passage


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passage

1
1. Music a section or division of a piece, movement, etc.
2. a section of a written work, speech, etc., esp one of moderate length
3. a journey, esp by ship
4. the enactment of a law or resolution by a legislative or deliberative body
5. an evacuation of the bowels

passage

2 Dressage
1. a sideways walk in which diagonal pairs of feet are lifted alternately
2. a cadenced lofty trot, the moment of suspension being clearly defined

Passage

Any interior corridor connecting room in a building; also called a hallway.

Passage

 

(microbiology), the successive transfer of cultures of microorganisms across various nutrient mediums or the reinoculation of one animal with pathogenic microbes from another, infected animal. A microorganism may undergo certain changes with repeated passage: it may lose its ability to form spores and its pigmentary activity may be altered, its fermentative activity may be decreased, and its virulence may be reduced. In order to prevent the possibly consequent alterations in the behavior of the microorganism, it is preferable to store collections of cultures in a lyophilized state or at the temperature of liquid nitrogen. (SeeLYOPHILIZATION.) In medical microbiology, microorganisms are sometimes passaged among several animals in order to increase the virulence of a culture.


Passage

 

in music, the term used since the 16th century for a rapid sequence of sounds, difficult to execute and characteristic of virtuoso music. There are several types: scale passages, arpeggio passages, and mixed passages.

passage

[′pas·ij]
(geography)
A navigable channel, especially one through reefs or islands.
(navigation)
A transit from one place to another; one leg of a voyage.

passageway, passage

A space connecting one area or room of a building with another.
References in classic literature ?
The passage was undoubtedly artificial, a tunnel made by the hands of men now long crumbled into dust.
You talk a great deal of the length of this passage, my dear.
She acknowledged having walked from end to end of the passage on the second floor, to see if it was as long as the passage on the first; and she mentioned having noticed with astonishment the position of the truckle-bed.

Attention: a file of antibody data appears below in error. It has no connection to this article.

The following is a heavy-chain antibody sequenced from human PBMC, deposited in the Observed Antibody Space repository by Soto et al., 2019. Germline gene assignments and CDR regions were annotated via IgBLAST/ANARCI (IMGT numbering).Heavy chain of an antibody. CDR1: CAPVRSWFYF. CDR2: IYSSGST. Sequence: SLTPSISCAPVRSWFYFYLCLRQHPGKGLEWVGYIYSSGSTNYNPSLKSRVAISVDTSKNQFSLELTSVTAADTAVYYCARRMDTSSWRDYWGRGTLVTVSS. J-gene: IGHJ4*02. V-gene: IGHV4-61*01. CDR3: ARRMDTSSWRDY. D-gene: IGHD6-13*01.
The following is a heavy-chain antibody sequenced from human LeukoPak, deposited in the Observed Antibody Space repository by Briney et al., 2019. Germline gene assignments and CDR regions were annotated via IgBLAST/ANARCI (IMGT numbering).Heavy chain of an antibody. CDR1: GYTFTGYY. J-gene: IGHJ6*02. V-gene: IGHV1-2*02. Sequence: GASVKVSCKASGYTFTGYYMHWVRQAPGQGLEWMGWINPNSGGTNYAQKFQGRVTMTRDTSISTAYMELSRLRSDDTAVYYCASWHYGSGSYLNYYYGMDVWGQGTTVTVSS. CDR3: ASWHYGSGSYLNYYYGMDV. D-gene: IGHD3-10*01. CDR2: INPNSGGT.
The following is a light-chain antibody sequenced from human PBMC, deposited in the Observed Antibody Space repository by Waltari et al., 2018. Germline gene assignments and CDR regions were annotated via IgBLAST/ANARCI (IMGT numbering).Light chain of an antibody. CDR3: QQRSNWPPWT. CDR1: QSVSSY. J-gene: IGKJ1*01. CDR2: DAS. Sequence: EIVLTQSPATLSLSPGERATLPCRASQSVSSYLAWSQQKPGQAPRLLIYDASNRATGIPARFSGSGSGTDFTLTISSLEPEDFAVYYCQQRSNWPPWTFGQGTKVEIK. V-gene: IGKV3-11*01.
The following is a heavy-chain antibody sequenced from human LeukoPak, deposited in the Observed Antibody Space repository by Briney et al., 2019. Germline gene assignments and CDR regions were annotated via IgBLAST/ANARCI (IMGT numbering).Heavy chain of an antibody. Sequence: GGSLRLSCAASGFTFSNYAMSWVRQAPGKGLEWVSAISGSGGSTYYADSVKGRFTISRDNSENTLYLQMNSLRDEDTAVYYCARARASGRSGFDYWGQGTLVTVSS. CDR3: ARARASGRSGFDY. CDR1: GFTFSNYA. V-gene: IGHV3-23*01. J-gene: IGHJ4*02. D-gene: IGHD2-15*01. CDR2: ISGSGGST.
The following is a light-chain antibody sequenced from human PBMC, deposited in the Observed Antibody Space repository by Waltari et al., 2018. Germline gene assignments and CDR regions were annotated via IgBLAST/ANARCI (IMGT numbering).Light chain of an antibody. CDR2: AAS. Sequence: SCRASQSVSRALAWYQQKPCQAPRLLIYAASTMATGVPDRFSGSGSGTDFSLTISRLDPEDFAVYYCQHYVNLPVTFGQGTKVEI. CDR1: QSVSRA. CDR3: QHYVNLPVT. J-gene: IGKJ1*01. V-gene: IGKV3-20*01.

The viscount, therefore, remained in the room watching Christine as she slowly returned to life, while even the joint managers, Debienne and Poligny, who had come to offer their sympathy and congratulations, found themselves thrust into the passage among the crowd of dandies.
The first place to be met with in travelling along the coast of Africa is Rondelo, situate over against Toro, and celebrated for the same miraculous passage.
As you spoke a while ago of the passage of the Israelites and of the catastrophe to the Egyptians, I will ask whether you have met with the traces under the water of this great historical fact?
The writer here interrupts an Iliadic passage (to which she returns immediately) for the double purpose of dwelling upon the slaughter of the heifer, and of letting Nestor's wife and daughter enjoy it also.
It is not the ship that takes her departure; the seaman takes his Departure by means of cross-bearings which fix the place of the first tiny pencil-cross on the white expanse of the track-chart, where the ship's position at noon shall be marked by just such another tiny pencil cross for every day of her passage.
I observed that his name was carded upon THREE state-rooms; and, upon again referring to the list of passengers, I found that he had engaged passage for himself, wife, and two sisters--his own.
The covered passage opened at one end on one of the steep streets of the Adelphi, and at the other on a terrace overlooking the sunset-coloured river.
As the level of the passage rose, so, too, did the waters rise until it soon became apparent to me, who brought up the rear, that they were gaining rapidly upon us.
Applications for passage must be approved by the committee before tickets are issued, and can be made to the undersigned.